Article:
Doctors and physical therapists sometimes recommend using this position as an adjunct to medical treatment for people with chronic lung disease when breathing becomes difficult.
Although resting in the forward leaning position may seem like a foreign concept, it is actually quite common and a natural part of human behavior. For example, we frequently lean forward on our elbows with our heads in our hands to rest, or with our heads resting on our folded arms on a table to nap.
That’s why our Hypnap TruRest supports the user in the lean forward position. This position eases the work of the chest muscles and engages the diaphragm to facilitate deeper easier breathing. Just like when you lean over after a long run. More air can enter the lungs improving healthy functioning of the body and stimulating the relaxation response.
Allow Hypnap to help you incorporate more mindful, healthful breathing into your routine whether it be on an airplane, in the office or at home!
"Effect of Body Position on Pulmonary Function" by Elizabeth Dean
“Getting the Air You Need: A Practical Guide to Coping with and Managing Shortness of Breath” Adapted and written by the oncology nurses from the Juravinski Cancer Centre: Lorraine Martelli-Reid, RN(EC), NP-Adult, Sue Cole, RN, Sally Hapke, RN, Marilyn Miscione, RN, Janet Poirier, RN and Nancy Ross, RN with Theresa Harper, RN,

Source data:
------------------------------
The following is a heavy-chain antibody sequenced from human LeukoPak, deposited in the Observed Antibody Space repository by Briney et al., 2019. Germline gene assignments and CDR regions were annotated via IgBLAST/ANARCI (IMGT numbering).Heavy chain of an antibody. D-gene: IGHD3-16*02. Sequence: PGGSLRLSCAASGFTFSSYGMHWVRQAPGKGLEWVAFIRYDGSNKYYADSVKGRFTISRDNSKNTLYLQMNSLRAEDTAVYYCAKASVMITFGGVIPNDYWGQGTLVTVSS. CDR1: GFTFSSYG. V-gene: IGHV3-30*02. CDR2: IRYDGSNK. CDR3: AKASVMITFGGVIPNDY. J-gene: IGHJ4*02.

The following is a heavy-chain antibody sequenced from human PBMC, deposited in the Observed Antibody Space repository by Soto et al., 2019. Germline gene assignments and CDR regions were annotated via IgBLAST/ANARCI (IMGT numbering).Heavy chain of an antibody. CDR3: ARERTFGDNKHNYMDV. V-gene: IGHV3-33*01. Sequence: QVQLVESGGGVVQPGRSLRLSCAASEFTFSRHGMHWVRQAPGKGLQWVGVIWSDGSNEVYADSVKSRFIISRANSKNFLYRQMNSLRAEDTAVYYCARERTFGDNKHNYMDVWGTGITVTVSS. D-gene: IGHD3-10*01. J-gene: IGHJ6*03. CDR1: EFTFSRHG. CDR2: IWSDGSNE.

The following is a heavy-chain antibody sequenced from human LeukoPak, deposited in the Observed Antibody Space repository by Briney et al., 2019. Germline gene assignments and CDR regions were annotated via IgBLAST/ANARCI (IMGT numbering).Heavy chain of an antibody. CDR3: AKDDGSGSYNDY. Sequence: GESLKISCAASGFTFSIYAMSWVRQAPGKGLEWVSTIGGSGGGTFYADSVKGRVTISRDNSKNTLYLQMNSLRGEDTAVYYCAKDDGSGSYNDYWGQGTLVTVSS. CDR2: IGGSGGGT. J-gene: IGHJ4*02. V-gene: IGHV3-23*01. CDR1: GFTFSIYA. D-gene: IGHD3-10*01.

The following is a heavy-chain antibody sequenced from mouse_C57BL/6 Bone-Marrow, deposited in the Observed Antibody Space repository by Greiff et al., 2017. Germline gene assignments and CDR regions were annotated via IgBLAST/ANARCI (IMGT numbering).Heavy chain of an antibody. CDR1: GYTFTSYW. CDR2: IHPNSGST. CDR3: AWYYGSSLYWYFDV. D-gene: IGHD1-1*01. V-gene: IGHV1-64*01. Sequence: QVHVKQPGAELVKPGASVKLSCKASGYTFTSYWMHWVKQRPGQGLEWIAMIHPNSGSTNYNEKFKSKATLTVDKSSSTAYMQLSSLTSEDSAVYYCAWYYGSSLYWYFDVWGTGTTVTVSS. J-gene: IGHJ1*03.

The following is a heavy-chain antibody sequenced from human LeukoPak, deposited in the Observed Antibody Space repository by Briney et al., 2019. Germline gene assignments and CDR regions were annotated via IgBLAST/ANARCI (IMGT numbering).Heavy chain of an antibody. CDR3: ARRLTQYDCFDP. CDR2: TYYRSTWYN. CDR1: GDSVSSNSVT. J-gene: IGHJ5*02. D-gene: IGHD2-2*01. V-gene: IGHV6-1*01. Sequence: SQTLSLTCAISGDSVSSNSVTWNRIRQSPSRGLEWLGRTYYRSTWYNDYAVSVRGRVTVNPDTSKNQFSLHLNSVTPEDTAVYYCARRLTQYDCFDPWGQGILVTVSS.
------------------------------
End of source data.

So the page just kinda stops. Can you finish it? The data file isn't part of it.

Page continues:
How Deep Diaphragmatic Breathing Promotes Relaxation
By Chloe Hill
July 9, 2015
Take a deep breath. Seriously. Deep controlled breathing is a simple way to promote calm and relaxation.
When you breathe using your diaphragm, your diaphragm stimulates the vagus nerve which is the longest cranial nerve in the body extending from the brainstem to the abdomen by way of the heart, esophagus and lungs. The vagus nerve works in conjunction with the parasympathetic nervous system which, along with the sympathetic nervous system is a branch of the autonomic nervous system. The autonomic nervous system operates involuntarily within our bodies to regulate functions such as heart rate, digestion, respiratory rate and pupillary response.
The sympathetic nervous system initiates the fight or flight response and is considered to be the accelerator, for example, speeding the heart rate and breathing.